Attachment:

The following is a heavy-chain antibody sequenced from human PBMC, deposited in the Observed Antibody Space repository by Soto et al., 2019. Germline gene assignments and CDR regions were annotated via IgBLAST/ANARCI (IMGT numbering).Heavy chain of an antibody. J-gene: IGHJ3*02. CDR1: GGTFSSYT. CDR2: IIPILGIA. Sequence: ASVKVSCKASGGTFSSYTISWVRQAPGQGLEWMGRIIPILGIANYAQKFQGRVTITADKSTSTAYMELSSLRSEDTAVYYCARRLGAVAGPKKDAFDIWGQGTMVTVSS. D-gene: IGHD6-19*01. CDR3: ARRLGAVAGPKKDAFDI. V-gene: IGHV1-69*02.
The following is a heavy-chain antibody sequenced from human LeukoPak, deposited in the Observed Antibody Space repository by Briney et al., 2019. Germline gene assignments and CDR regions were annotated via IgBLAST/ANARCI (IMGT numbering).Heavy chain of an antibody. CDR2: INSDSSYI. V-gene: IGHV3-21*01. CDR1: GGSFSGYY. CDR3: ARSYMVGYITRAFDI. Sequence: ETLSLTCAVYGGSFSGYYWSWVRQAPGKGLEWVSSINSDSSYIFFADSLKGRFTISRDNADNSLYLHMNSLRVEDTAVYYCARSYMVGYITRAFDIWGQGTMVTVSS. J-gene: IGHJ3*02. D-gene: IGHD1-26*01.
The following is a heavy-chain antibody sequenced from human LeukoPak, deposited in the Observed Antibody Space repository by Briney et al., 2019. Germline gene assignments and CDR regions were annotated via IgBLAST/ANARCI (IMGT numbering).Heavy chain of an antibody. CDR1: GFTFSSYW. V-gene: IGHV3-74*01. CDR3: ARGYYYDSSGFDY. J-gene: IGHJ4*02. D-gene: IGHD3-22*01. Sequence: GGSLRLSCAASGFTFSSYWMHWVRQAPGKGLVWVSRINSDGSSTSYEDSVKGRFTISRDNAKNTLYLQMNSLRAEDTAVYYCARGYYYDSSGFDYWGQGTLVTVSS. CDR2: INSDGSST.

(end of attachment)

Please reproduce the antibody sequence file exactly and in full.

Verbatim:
The following is a heavy-chain antibody sequenced from human PBMC, deposited in the Observed Antibody Space repository by Soto et al., 2019. Germline gene assignments and CDR regions were annotated via IgBLAST/ANARCI (IMGT numbering).Heavy chain of an antibody. J-gene: IGHJ3*02. CDR1: GGTFSSYT. CDR2: IIPILGIA. Sequence: ASVKVSCKASGGTFSSYTISWVRQAPGQGLEWMGRIIPILGIANYAQKFQGRVTITADKSTSTAYMELSSLRSEDTAVYYCARRLGAVAGPKKDAFDIWGQGTMVTVSS. D-gene: IGHD6-19*01. CDR3: ARRLGAVAGPKKDAFDI. V-gene: IGHV1-69*02.
The following is a heavy-chain antibody sequenced from human LeukoPak, deposited in the Observed Antibody Space repository by Briney et al., 2019. Germline gene assignments and CDR regions were annotated via IgBLAST/ANARCI (IMGT numbering).Heavy chain of an antibody. CDR2: INSDSSYI. V-gene: IGHV3-21*01. CDR1: GGSFSGYY. CDR3: ARSYMVGYITRAFDI. Sequence: ETLSLTCAVYGGSFSGYYWSWVRQAPGKGLEWVSSINSDSSYIFFADSLKGRFTISRDNADNSLYLHMNSLRVEDTAVYYCARSYMVGYITRAFDIWGQGTMVTVSS. J-gene: IGHJ3*02. D-gene: IGHD1-26*01.
The following is a heavy-chain antibody sequenced from human LeukoPak, deposited in the Observed Antibody Space repository by Briney et al., 2019. Germline gene assignments and CDR regions were annotated via IgBLAST/ANARCI (IMGT numbering).Heavy chain of an antibody. CDR1: GFTFSSYW. V-gene: IGHV3-74*01. CDR3: ARGYYYDSSGFDY. J-gene: IGHJ4*02. D-gene: IGHD3-22*01. Sequence: GGSLRLSCAASGFTFSSYWMHWVRQAPGKGLVWVSRINSDGSSTSYEDSVKGRFTISRDNAKNTLYLQMNSLRAEDTAVYYCARGYYYDSSGFDYWGQGTLVTVSS. CDR2: INSDGSST.